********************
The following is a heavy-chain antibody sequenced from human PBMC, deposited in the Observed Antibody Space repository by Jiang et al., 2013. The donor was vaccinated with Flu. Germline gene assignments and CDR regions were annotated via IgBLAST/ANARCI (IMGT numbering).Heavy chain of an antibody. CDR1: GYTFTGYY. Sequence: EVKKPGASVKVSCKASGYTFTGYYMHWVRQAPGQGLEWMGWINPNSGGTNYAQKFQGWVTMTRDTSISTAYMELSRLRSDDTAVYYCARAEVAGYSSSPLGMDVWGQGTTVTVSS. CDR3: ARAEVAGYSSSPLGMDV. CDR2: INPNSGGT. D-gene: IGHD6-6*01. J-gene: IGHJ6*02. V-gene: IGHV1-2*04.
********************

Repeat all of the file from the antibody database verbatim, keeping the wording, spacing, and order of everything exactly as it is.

The following is a heavy-chain antibody sequenced from human PBMC, deposited in the Observed Antibody Space repository by Jiang et al., 2013. The donor was vaccinated with Flu. Germline gene assignments and CDR regions were annotated via IgBLAST/ANARCI (IMGT numbering).Heavy chain of an antibody. CDR1: GYTFTGYY. Sequence: EVKKPGASVKVSCKASGYTFTGYYMHWVRQAPGQGLEWMGWINPNSGGTNYAQKFQGWVTMTRDTSISTAYMELSRLRSDDTAVYYCARAEVAGYSSSPLGMDVWGQGTTVTVSS. CDR3: ARAEVAGYSSSPLGMDV. CDR2: INPNSGGT. D-gene: IGHD6-6*01. J-gene: IGHJ6*02. V-gene: IGHV1-2*04.